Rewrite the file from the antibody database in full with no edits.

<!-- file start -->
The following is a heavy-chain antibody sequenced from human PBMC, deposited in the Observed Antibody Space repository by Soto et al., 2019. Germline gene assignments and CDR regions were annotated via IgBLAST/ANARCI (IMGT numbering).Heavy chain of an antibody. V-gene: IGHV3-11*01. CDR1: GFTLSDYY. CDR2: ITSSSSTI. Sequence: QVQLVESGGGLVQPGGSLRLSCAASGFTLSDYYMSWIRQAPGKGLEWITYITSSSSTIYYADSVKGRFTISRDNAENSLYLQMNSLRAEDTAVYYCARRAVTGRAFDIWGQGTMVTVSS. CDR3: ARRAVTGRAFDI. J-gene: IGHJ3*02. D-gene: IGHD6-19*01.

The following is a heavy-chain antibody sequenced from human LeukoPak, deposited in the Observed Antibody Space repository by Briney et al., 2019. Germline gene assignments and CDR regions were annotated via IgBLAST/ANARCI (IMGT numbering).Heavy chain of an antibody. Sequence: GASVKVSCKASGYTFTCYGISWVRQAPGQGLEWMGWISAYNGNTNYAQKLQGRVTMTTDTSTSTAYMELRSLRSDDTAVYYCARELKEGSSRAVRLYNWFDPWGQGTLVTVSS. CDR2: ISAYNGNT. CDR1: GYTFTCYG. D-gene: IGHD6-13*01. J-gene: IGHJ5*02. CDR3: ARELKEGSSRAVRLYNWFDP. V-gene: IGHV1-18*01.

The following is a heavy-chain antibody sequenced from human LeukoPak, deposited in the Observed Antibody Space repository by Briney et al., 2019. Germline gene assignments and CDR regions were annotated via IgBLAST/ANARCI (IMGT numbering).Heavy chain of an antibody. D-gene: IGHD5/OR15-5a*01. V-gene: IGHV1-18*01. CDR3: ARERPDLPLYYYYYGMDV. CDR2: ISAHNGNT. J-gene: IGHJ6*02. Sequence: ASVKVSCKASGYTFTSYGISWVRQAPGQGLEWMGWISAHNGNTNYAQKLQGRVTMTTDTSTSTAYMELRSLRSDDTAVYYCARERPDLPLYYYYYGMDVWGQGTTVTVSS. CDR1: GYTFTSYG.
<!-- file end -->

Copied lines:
The following is a heavy-chain antibody sequenced from human PBMC, deposited in the Observed Antibody Space repository by Soto et al., 2019. Germline gene assignments and CDR regions were annotated via IgBLAST/ANARCI (IMGT numbering).Heavy chain of an antibody. V-gene: IGHV3-11*01. CDR1: GFTLSDYY. CDR2: ITSSSSTI. Sequence: QVQLVESGGGLVQPGGSLRLSCAASGFTLSDYYMSWIRQAPGKGLEWITYITSSSSTIYYADSVKGRFTISRDNAENSLYLQMNSLRAEDTAVYYCARRAVTGRAFDIWGQGTMVTVSS. CDR3: ARRAVTGRAFDI. J-gene: IGHJ3*02. D-gene: IGHD6-19*01.

The following is a heavy-chain antibody sequenced from human LeukoPak, deposited in the Observed Antibody Space repository by Briney et al., 2019. Germline gene assignments and CDR regions were annotated via IgBLAST/ANARCI (IMGT numbering).Heavy chain of an antibody. Sequence: GASVKVSCKASGYTFTCYGISWVRQAPGQGLEWMGWISAYNGNTNYAQKLQGRVTMTTDTSTSTAYMELRSLRSDDTAVYYCARELKEGSSRAVRLYNWFDPWGQGTLVTVSS. CDR2: ISAYNGNT. CDR1: GYTFTCYG. D-gene: IGHD6-13*01. J-gene: IGHJ5*02. CDR3: ARELKEGSSRAVRLYNWFDP. V-gene: IGHV1-18*01.

The following is a heavy-chain antibody sequenced from human LeukoPak, deposited in the Observed Antibody Space repository by Briney et al., 2019. Germline gene assignments and CDR regions were annotated via IgBLAST/ANARCI (IMGT numbering).Heavy chain of an antibody. D-gene: IGHD5/OR15-5a*01. V-gene: IGHV1-18*01. CDR3: ARERPDLPLYYYYYGMDV. CDR2: ISAHNGNT. J-gene: IGHJ6*02. Sequence: ASVKVSCKASGYTFTSYGISWVRQAPGQGLEWMGWISAHNGNTNYAQKLQGRVTMTTDTSTSTAYMELRSLRSDDTAVYYCARERPDLPLYYYYYGMDVWGQGTTVTVSS. CDR1: GYTFTSYG.